Workers at a successful start-up potato chip company in Hartland, N.B., are organizing a boycott of their product, saying it’s the only way to gain traction in an ongoing labour dispute.

Thirty-two unionized employees at Covered Bridge Potato Chip Factory are in a labour dispute with the company over pay and seniority.

“That's why the people approached us to unionize,” said Carl Flanagan, a national UFCW representative. “It was all about the favoritism, so that somebody who's been here five years should not get less hours than somebody who just started a month ago.”

With chips still coming off the assembly line, workers hope the boycott will steer negotiations back to the bargaining table.

“One is for all the employees to be out here and have no scab labour and the other is to hurt his sales so that if he is producing he can't sell it,” said Flanagan.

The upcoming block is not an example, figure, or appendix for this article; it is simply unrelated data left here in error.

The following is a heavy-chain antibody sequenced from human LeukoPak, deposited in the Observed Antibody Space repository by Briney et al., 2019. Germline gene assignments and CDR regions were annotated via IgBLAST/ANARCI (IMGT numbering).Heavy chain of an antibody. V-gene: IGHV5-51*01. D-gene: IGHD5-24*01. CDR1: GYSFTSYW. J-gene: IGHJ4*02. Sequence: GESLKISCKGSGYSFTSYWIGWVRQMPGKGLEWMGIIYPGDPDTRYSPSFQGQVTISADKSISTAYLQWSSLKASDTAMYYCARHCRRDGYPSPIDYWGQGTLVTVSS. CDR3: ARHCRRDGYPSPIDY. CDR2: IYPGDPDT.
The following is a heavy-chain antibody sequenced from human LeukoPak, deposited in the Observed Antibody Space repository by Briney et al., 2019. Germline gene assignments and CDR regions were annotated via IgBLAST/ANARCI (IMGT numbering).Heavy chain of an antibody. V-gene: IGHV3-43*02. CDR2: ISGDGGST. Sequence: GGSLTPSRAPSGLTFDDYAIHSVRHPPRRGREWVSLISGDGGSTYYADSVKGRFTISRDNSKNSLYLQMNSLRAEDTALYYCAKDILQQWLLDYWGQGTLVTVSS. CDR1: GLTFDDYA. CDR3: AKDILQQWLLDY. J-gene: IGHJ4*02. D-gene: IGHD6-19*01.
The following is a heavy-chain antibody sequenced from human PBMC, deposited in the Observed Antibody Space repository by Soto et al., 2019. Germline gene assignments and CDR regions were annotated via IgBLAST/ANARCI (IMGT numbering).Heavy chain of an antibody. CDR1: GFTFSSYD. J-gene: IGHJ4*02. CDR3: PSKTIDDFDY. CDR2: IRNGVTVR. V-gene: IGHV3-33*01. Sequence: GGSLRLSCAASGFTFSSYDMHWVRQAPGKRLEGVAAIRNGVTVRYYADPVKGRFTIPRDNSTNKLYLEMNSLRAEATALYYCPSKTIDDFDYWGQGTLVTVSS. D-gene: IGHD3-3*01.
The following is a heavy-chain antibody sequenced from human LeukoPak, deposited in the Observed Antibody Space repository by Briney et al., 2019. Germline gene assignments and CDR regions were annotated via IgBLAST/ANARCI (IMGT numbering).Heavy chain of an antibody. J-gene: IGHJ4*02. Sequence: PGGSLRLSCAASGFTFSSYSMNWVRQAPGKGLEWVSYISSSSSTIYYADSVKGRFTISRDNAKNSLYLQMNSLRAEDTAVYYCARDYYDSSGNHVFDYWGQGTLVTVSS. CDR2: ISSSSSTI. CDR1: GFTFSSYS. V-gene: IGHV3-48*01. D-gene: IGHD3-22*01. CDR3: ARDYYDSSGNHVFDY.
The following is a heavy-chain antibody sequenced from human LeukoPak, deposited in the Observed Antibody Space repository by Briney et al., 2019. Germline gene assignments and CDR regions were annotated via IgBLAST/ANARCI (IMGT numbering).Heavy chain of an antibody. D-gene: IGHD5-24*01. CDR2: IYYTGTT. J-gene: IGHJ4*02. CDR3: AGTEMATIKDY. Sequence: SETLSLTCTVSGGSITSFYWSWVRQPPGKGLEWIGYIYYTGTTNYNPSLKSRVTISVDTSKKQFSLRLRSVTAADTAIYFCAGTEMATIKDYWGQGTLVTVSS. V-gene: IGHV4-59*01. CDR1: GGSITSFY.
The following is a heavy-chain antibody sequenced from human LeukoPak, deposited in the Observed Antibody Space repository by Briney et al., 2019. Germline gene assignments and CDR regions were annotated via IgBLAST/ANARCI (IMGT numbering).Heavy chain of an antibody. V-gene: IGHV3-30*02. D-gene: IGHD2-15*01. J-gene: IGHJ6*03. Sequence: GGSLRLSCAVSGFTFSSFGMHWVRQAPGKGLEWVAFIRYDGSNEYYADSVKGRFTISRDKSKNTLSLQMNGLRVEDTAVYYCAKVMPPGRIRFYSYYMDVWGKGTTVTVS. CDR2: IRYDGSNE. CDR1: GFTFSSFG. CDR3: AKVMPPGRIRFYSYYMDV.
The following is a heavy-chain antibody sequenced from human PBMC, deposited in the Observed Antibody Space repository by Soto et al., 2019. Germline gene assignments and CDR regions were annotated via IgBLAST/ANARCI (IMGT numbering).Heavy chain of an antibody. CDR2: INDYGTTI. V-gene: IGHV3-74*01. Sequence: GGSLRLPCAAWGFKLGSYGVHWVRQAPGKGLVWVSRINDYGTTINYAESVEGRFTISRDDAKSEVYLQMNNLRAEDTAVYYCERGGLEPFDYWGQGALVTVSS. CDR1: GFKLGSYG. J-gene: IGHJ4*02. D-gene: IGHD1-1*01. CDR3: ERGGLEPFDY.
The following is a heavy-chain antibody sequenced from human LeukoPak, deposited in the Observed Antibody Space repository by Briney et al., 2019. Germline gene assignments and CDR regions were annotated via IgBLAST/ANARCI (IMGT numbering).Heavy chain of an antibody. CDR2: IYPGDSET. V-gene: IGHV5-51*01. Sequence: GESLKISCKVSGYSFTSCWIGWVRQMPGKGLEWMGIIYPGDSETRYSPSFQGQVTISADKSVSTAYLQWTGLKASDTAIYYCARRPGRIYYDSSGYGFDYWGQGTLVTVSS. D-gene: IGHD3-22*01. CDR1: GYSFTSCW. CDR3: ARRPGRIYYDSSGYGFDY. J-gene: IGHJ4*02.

In a statement, Covered Bridge Potato Chip Factory president Ryan Albright says he wants customers and suppliers to know the labour dispute is a “small bump in the road that many family run businesses encounter.”

“We are motivated to getting past this,” said Albright in the statement. “All production and business operations will continue without a slip in quality or service."

The picketing employees hope they can get back to work soon.

“But I've accepted that if I don't get my job back, hopefully I've made a difference for those coming,” said striking employee Betty Demerchant.

No negotiation talks are currently on the calendar.  

With files from CTV Atlantic’s Nick Moore.